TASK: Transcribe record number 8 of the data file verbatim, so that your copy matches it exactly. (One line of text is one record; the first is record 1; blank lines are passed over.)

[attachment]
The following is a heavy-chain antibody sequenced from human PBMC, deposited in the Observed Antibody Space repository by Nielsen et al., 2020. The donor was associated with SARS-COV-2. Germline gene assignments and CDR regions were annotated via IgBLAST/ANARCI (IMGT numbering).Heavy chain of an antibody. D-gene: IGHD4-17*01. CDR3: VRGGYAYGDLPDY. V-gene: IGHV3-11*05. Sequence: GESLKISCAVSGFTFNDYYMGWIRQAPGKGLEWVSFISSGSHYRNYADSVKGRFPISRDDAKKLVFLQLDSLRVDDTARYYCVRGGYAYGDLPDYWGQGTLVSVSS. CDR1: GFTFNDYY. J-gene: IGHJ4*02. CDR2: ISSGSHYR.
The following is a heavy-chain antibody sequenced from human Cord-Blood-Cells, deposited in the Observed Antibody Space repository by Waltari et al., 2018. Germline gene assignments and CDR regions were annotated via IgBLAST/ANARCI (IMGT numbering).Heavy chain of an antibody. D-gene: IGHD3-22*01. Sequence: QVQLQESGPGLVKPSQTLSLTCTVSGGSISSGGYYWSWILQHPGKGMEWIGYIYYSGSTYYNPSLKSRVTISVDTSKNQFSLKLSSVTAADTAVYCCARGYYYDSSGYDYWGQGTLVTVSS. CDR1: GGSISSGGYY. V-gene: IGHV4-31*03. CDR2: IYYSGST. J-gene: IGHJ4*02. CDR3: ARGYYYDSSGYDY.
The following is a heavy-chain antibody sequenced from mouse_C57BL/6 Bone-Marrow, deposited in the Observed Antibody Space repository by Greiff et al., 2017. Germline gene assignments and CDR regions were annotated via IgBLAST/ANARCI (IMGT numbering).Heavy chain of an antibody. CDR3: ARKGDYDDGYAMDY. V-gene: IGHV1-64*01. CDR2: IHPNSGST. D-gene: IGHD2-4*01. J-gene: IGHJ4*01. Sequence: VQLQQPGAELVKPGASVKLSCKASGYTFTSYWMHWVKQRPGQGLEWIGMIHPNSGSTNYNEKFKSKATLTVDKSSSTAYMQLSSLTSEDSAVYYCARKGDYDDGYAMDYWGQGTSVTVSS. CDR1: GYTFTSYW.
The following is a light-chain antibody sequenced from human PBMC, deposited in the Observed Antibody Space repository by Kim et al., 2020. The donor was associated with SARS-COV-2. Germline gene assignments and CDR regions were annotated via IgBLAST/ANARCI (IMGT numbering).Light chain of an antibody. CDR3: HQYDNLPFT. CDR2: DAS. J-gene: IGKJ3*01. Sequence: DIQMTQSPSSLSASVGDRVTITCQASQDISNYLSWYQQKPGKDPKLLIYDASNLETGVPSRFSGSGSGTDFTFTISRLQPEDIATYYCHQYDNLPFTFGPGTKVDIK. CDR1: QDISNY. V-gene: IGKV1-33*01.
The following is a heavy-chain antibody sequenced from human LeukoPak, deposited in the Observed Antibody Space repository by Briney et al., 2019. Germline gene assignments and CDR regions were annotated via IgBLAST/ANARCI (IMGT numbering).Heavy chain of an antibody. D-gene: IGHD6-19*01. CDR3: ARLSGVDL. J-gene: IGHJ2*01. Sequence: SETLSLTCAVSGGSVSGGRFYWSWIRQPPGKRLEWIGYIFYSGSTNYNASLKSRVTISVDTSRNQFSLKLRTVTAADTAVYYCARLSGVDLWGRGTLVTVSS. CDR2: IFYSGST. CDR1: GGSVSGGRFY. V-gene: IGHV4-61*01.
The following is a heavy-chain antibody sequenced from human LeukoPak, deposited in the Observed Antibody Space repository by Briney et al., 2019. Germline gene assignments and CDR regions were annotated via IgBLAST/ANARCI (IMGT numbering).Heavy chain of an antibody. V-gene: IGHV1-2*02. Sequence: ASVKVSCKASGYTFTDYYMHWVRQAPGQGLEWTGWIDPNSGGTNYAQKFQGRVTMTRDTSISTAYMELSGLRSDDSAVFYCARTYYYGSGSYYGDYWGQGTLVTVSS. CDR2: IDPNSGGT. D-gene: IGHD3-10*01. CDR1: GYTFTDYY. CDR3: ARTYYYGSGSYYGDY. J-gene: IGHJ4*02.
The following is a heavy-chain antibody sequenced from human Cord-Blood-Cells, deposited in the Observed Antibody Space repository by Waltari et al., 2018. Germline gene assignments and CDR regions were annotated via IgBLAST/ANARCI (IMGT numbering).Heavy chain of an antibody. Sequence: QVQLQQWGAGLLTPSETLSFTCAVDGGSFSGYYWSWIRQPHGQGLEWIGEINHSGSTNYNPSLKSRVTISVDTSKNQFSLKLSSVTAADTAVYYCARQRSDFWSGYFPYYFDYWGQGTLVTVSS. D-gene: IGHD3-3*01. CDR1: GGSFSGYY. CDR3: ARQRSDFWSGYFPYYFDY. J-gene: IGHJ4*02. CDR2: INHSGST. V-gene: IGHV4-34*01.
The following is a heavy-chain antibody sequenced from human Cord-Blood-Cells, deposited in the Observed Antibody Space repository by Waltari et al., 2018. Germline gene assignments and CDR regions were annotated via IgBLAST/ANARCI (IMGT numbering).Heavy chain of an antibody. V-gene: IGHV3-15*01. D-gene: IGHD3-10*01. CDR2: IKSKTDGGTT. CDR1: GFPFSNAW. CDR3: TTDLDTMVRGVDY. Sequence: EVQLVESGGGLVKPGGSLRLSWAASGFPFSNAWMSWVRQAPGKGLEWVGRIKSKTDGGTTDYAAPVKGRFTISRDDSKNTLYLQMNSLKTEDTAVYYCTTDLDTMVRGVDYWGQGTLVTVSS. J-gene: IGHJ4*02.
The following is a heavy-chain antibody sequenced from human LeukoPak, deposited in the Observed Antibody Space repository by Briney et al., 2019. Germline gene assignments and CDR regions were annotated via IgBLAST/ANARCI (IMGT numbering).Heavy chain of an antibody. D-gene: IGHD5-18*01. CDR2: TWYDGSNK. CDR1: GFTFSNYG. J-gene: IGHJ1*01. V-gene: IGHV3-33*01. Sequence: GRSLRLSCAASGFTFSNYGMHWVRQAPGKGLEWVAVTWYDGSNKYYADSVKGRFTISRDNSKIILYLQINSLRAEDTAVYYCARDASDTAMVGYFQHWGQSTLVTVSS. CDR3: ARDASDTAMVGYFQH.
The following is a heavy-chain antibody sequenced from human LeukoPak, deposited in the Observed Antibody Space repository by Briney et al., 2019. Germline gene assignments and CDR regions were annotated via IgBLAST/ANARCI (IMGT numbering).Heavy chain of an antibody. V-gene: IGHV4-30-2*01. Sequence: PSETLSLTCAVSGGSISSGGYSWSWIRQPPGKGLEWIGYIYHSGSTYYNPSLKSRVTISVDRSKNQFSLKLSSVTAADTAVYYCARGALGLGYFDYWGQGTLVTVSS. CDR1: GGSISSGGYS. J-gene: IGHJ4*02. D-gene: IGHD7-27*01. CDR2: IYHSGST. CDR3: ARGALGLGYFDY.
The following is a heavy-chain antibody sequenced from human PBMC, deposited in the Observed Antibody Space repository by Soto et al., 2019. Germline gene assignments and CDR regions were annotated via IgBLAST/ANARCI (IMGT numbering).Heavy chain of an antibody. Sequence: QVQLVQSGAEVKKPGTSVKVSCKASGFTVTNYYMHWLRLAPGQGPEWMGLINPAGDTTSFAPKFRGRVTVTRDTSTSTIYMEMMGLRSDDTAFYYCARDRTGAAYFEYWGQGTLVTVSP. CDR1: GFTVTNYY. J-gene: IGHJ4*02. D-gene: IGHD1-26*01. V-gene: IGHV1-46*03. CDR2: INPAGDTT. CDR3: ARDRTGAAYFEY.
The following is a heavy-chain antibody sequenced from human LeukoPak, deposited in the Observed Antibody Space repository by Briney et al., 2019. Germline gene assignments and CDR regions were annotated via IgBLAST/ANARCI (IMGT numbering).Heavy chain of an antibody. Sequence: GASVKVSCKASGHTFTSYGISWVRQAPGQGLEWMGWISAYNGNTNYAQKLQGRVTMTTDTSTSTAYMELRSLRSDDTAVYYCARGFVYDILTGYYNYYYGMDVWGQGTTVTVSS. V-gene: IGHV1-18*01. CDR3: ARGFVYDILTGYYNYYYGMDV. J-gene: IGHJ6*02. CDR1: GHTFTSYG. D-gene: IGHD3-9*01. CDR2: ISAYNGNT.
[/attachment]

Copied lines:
The following is a heavy-chain antibody sequenced from human Cord-Blood-Cells, deposited in the Observed Antibody Space repository by Waltari et al., 2018. Germline gene assignments and CDR regions were annotated via IgBLAST/ANARCI (IMGT numbering).Heavy chain of an antibody. V-gene: IGHV3-15*01. D-gene: IGHD3-10*01. CDR2: IKSKTDGGTT. CDR1: GFPFSNAW. CDR3: TTDLDTMVRGVDY. Sequence: EVQLVESGGGLVKPGGSLRLSWAASGFPFSNAWMSWVRQAPGKGLEWVGRIKSKTDGGTTDYAAPVKGRFTISRDDSKNTLYLQMNSLKTEDTAVYYCTTDLDTMVRGVDYWGQGTLVTVSS. J-gene: IGHJ4*02.